Words On Birds by Steve Grinley
Christmas Counts Spark the Holiday Season
December 15, 2012
By Steve Grinley
If you see a person, or small group of people with binoculars staring at your bird feeders over the next couple of weeks, they are, likely, participants in the Christmas Bird Count. This weekend marks the start of the 113th annual Christmas Bird Count. Teams of birders and individuals across the United States and beyond count species and the number of birds of each species on a day within a two week period. The results of the Christmas Bird Count is the longest running database in ornithology, representing over a century of data, and reveals trends of winter bird populations. Over 50,000 observers participate in this day-long census.
Each Count circle is 15 miles in radius. You can participate in a count by joining a team in the field, or reporting birds at your feeders. Participation is free. The Andover Count is today, Saturday December 15. The Cape Ann Count is on Sunday.
The Newburyport Christmas Bird Count is next Sunday, the 23rd . The Newburyport Count Circle stretches for Plum Island to Georgetown and from Salisbury to Rowley and parts of Ipswich. You can count the number of birds at your feeders or, even more important, report any unusual birds at your feeders that day. Counters are hoping that some rare or lingering species will stick around for the count.
Last winter, a Baltimore oriole spent the winter at a feeder in the south end of Newburyport. I received a call this week about a very late oriole visiting a feeder in Amesbury. If that bird stays around for the count, it will be noteworthy. Any unusual birds that are found during “Count week” but not on the day of the count, can be included in the records. Count week includes three days before, and three days after the day of the actual count.
Margo and I usually help our friend Phil Brown cover areas in Hamilton and Wenham for the Cape Ann Count, Phil’s land-locked area involves counting lots of chickadees, nuthatches and titmice. We sometimes encounter a “good” bird including ravens, pileated woodpeckers and a rusty blackbird on past counts.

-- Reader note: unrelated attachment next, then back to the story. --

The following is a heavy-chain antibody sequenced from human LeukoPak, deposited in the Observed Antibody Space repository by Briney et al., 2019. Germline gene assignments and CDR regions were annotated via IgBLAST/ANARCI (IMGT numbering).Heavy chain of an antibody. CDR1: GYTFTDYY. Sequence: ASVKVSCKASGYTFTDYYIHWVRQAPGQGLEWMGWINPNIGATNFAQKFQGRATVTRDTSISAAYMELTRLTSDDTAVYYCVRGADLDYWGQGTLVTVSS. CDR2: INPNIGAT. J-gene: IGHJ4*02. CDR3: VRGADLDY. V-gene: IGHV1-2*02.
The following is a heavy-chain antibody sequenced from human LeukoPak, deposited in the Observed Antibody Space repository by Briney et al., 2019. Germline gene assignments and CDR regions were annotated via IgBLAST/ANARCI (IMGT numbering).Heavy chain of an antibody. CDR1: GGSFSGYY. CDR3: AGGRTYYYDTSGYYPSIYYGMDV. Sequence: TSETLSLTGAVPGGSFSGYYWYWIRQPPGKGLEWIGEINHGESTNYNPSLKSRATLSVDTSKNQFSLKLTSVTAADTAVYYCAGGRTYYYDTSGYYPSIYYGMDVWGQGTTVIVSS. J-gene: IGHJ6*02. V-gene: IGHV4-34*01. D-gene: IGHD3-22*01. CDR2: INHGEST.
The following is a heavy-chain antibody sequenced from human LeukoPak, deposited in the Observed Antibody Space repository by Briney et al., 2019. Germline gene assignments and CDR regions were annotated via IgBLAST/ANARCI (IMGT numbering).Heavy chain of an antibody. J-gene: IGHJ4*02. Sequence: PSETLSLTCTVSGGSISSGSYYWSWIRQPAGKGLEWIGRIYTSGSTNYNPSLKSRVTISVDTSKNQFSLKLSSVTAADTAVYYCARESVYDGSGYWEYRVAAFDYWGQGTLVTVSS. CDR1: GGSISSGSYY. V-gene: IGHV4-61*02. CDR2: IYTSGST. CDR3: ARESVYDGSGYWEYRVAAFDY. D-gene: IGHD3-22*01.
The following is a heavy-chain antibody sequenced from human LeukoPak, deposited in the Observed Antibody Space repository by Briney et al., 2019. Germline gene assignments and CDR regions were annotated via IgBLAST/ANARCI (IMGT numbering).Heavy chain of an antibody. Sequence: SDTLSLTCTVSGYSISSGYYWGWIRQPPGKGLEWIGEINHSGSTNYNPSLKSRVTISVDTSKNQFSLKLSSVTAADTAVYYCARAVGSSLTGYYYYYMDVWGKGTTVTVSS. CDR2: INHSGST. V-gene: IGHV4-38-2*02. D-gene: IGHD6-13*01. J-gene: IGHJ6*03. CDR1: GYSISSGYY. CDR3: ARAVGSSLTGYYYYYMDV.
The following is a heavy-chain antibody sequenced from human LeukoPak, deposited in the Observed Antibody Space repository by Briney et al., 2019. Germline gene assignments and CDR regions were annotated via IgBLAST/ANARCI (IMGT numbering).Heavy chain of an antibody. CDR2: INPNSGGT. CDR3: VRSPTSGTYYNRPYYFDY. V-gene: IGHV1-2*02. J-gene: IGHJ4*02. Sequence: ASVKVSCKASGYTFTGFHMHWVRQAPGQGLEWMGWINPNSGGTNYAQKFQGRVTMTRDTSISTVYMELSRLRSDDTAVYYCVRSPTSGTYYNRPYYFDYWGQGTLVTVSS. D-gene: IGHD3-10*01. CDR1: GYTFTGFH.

We also cover parts of Plum Island for the Newburyport Count which can be a little more exciting. With this year’s eruption of winter finches, we will be on the lookout for crossbills, redpolls, and pine grosbeaks. There has been a barred owl for the past couple of weeks on the island, and we usually find the resident great horned owls. With any luck, we might find a saw-whet, long-eared, or snowy owl. Sometimes collecting data can be fun!
The winter solstice and the shortest days of the year are upon us, and the cold is settling in. Be sure to have food out for the birds and keep the feeders full to help them through the frigid weather to come. Add suet to your menu as it is a good source of energy for birds year around, but particularly during the colder months. As fresh water becomes frozen and scarce, consider adding a heater to your bird bath to keep water open during the winter months. They cost pennies to operate and they could be the only source of open water available to some birds.
If you are struggling for that last minute Christmas gift, a bird feeder can be a great present. Whether it is a “secret Santa” gift, for a parent, grandparent or child, a bird feeder can bring nature closer to home and can provide a pleasurable pastime for the recipient. Even if someone has bird feeders, they can always use another. There are so many varieties of feeders today, another feeder will supplement their offering to the birds. A bird feeder has the added benefit of helping the birds survive the cold winter ahead. For the recipient, it will bring them joy and it might spark enough interest that they, too, might participate in the annual Christmas Bird Count next year!
Wishing you and yours a peaceful holiday season and a New Year full of amazing birds!
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